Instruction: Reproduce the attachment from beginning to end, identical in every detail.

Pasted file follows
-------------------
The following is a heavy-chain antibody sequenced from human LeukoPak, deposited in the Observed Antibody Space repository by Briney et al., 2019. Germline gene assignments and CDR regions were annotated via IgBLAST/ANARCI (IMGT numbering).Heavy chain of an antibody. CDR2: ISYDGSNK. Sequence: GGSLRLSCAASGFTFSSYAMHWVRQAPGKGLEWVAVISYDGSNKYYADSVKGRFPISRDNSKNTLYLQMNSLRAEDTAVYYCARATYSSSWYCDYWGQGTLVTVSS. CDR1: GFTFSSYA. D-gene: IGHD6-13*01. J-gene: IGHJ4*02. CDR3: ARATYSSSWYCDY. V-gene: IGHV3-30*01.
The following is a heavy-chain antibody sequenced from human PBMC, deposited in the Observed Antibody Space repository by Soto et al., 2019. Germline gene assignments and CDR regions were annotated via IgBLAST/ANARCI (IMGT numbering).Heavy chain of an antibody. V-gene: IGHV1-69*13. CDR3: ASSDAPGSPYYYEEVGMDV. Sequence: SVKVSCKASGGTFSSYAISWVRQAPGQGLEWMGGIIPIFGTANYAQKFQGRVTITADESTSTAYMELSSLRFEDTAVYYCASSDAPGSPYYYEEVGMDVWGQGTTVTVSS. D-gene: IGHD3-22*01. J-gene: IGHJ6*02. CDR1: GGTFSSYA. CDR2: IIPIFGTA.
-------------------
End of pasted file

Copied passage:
The following is a heavy-chain antibody sequenced from human LeukoPak, deposited in the Observed Antibody Space repository by Briney et al., 2019. Germline gene assignments and CDR regions were annotated via IgBLAST/ANARCI (IMGT numbering).Heavy chain of an antibody. CDR2: ISYDGSNK. Sequence: GGSLRLSCAASGFTFSSYAMHWVRQAPGKGLEWVAVISYDGSNKYYADSVKGRFPISRDNSKNTLYLQMNSLRAEDTAVYYCARATYSSSWYCDYWGQGTLVTVSS. CDR1: GFTFSSYA. D-gene: IGHD6-13*01. J-gene: IGHJ4*02. CDR3: ARATYSSSWYCDY. V-gene: IGHV3-30*01.
The following is a heavy-chain antibody sequenced from human PBMC, deposited in the Observed Antibody Space repository by Soto et al., 2019. Germline gene assignments and CDR regions were annotated via IgBLAST/ANARCI (IMGT numbering).Heavy chain of an antibody. V-gene: IGHV1-69*13. CDR3: ASSDAPGSPYYYEEVGMDV. Sequence: SVKVSCKASGGTFSSYAISWVRQAPGQGLEWMGGIIPIFGTANYAQKFQGRVTITADESTSTAYMELSSLRFEDTAVYYCASSDAPGSPYYYEEVGMDVWGQGTTVTVSS. D-gene: IGHD3-22*01. J-gene: IGHJ6*02. CDR1: GGTFSSYA. CDR2: IIPIFGTA.